Red Stewart chats with costume designer Amela Baksic…
Amela Baksic is a costume designer who has been working in the film and television industry since the early-2000s. She is best known for her contributions to projects like Conviction, A Kid like Jake, and Higher Ground. Her latest costume design was for the horror film The First Purge, which came out July 4th, 2018.
Flickering Myth had the privilege to interview her, and I in turn had the honor to conduct it:
Ms. Baksic, thank you so much for taking the time out of your day to speak with me. What made you want to pursue costume designing as a career?
From my earliest childhood in Dubrovnik, I loved to go the theater to see stories acted out on stage. I also loved to read, and I majored in English literature at university. Designing costumes for the actor is a wonderful way to incorporate my love of literature and have a part in creating a visual narrative on film. Many people think costume design centers on fashion, and while fashion is certainly a feature of costume design, my approach is much more centered on designing clothes that enhance the actors performance and enrich the story. For myself, that was the principle attraction of costume design.
I noticed that on your earlier projects you were credited as the assistant costume designer. What exactly is the difference in roles between the main costume designer and the assistant? I remember talking to a composer and he said assistant composers didn’t have to deal with the bureaucracy of the industry. Is that the case with the costume designer vs the assistant costume designer?
As an assistant costume designer, one has a dual role to play. The designer is looking for an assistant who can offer creative support and advice, but the costume assistant has to also remain in the background during fittings with the actors and in any interaction with the director and the producers. A delicate balance has to be maintained between those two demands.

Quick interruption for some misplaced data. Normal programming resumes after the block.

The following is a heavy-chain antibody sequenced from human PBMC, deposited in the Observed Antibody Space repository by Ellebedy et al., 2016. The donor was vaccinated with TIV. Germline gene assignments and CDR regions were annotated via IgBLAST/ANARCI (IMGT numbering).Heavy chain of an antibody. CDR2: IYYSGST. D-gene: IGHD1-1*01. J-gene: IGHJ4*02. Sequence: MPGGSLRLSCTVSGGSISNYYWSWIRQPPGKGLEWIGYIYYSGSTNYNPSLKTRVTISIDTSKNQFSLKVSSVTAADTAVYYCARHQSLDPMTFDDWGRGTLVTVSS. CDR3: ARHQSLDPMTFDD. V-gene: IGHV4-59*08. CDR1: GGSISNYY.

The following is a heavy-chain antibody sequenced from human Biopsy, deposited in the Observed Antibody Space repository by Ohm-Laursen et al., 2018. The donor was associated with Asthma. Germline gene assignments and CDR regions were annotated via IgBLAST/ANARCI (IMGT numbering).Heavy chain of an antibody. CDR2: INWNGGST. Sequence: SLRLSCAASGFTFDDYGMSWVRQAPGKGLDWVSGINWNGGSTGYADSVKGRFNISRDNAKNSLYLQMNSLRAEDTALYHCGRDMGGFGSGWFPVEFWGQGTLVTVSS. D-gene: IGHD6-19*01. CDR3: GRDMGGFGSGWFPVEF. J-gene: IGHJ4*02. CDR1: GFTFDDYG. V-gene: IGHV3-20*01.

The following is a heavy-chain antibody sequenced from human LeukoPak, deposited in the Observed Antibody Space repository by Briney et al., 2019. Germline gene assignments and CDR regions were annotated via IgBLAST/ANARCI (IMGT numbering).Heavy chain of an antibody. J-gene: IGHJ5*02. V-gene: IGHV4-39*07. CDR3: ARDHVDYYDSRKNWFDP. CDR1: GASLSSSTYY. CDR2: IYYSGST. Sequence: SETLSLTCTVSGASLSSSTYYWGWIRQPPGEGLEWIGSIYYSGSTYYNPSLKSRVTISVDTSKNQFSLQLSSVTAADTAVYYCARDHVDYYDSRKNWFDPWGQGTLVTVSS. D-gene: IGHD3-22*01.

In addition to movies, you’ve done work for television shows like Fringe and Unforgettable. What’s the biggest difference between costume designing for the two mediums? Is the production schedule more rushed on television for example?
Designing for episodic television is definitely more rushed; it is like designing a mini feature film every week. And since the story is evolving on a weekly basis many times, the designer gets each new script for the upcoming episode on very short notice so there is much less time to create a design solution to each new problem as it arises. Otherwise, the day-to-day design work for TV is very similar to film.
You’ve been the costume designer for a variety of projects, ranging from comedy to horror to drama to mystery. Does being a part of those worlds ever have an effect on you as a person? I know it tends to happen to actors.
Not really. There are several degrees of separation between the designers and the actors. The designers are deeply committed to creating the story of the film but we do not have to vicariously experience the story the way the actors do. And let me add, contrary to what many people may suppose about the design approach being different for the various different genres of film, I go through the same creative process for each film I do, whether it be “horror/action” for a large budget studio movie like The First Purge, or smaller independent films that have appeared at the Sundance Film Festival like Higher Ground or A Kid Like Jake.